I spent a few hours yesterday afternoon working on firewood: tossing logs from the outside stack into the wheelbarrow, tossing the wheelbarrow load through the basement hatch, fitting the logs into a neat stack in the gap under the stairs. In the modest autumn sunshine, under the flickering stained-glass light of the leaves, I felt briefly as if I were back in Harmony, trudging across the clearing with my barrow, shoulders and thighs taut with wood-weight. My task here in Portland is tiny in comparison with what I used to do, but it still exacts a sturdy patience.
I'll finish filling up the basement stacks today, and Paul and I are also considering a jaunt to an orchard. First, though, I'll do some editing, and read some Byron, and continue on with a poem draft. The World Series starts tonight. I've almost finished reading Treuer's The Heartbeat of Wounded Knee. I've got a pork roast to braise, poems I ought to submit to a journal but probably won't, laundry to fold, an upcoming weekend workshop to plan, Frost Place ideas to cogitate, a new walkway to skip up and down . . .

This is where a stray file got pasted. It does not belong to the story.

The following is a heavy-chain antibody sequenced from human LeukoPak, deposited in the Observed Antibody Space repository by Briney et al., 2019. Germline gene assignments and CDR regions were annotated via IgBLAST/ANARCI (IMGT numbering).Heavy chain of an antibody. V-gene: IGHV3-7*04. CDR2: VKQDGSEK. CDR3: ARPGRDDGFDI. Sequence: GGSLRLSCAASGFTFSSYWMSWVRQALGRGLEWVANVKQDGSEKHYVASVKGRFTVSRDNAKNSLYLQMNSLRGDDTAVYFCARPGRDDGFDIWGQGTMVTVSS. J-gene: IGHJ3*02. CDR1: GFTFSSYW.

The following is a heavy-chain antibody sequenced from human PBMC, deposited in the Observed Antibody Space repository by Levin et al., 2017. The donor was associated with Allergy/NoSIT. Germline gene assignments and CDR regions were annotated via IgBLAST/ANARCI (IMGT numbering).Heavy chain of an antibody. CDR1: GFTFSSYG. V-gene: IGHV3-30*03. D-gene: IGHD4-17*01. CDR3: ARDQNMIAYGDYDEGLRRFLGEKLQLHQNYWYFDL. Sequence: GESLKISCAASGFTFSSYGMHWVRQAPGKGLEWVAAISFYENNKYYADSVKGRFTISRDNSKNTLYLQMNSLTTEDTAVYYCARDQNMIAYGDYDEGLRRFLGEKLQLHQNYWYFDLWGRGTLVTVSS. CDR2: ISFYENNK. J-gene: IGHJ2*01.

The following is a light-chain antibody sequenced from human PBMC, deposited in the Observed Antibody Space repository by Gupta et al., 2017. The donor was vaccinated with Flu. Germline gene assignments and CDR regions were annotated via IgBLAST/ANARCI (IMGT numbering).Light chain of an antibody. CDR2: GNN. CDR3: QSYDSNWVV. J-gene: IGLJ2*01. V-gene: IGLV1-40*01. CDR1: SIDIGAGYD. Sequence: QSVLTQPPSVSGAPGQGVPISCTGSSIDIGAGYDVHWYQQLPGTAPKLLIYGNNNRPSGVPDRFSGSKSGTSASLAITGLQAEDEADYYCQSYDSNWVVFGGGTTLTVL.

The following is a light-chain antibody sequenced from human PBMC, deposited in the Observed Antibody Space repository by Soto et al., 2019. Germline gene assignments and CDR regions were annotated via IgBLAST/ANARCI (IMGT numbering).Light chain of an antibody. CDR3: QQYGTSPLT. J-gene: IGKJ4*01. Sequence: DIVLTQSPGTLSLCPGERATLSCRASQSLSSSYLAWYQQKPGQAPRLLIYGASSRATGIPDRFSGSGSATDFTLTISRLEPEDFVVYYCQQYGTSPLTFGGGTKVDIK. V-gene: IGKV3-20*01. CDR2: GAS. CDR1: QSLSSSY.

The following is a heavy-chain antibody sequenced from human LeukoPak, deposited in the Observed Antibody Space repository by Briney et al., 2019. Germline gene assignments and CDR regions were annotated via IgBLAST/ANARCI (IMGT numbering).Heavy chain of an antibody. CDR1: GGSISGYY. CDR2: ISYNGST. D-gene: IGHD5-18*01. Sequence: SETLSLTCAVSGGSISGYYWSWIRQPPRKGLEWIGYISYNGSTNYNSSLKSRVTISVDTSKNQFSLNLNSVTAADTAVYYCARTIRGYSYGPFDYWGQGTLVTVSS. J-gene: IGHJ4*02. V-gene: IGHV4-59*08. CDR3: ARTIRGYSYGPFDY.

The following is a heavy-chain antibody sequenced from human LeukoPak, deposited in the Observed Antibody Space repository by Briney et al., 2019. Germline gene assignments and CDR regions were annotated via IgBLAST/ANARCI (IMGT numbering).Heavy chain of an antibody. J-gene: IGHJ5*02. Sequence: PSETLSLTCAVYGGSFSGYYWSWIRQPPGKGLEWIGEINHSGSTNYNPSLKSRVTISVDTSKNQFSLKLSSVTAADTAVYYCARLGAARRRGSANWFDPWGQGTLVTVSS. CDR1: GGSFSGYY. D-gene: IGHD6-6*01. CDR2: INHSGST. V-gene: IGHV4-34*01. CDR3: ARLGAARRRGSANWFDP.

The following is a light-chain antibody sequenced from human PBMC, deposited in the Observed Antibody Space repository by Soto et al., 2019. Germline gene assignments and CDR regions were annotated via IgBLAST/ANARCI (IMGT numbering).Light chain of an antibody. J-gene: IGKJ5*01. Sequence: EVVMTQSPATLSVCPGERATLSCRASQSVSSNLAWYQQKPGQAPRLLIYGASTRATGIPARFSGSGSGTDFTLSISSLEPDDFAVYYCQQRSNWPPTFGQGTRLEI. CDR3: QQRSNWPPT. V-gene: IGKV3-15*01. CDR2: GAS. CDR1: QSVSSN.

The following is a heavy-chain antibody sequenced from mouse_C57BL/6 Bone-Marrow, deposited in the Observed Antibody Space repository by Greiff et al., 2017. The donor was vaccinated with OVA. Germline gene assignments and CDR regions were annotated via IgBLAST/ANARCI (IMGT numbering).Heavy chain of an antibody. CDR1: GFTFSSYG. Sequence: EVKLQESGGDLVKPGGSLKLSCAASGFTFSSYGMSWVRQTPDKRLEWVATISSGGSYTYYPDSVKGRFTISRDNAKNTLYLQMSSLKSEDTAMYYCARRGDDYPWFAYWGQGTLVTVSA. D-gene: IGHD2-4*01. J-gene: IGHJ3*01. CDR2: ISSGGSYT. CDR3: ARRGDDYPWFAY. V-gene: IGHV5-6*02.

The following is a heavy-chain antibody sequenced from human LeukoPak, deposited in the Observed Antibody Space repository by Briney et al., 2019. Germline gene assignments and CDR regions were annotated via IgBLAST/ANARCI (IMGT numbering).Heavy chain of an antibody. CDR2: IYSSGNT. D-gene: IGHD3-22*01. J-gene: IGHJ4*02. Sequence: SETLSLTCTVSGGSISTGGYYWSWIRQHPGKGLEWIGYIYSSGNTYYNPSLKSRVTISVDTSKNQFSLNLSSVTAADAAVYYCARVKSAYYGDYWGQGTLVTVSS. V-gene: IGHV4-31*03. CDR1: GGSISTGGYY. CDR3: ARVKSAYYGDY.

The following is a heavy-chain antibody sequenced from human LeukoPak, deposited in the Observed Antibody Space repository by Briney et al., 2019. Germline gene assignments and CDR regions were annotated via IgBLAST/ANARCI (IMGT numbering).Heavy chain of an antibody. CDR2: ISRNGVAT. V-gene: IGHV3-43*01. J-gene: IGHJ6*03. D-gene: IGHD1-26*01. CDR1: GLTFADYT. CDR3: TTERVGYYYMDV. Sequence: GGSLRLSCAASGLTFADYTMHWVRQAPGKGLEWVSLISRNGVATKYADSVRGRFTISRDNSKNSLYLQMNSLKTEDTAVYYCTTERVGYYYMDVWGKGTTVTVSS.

I've been looking at the photo I posted yesterday--the one of Tom laying paving stones--and thinking: Look at all that green! None of it existed when we moved here. The Hill Country and the Lane were nothing but sunburnt weeds and tree roots and rocks, and piles of wet trash, and dog shit. There's so much left to fix, but sometimes I forget how much we've already repaired.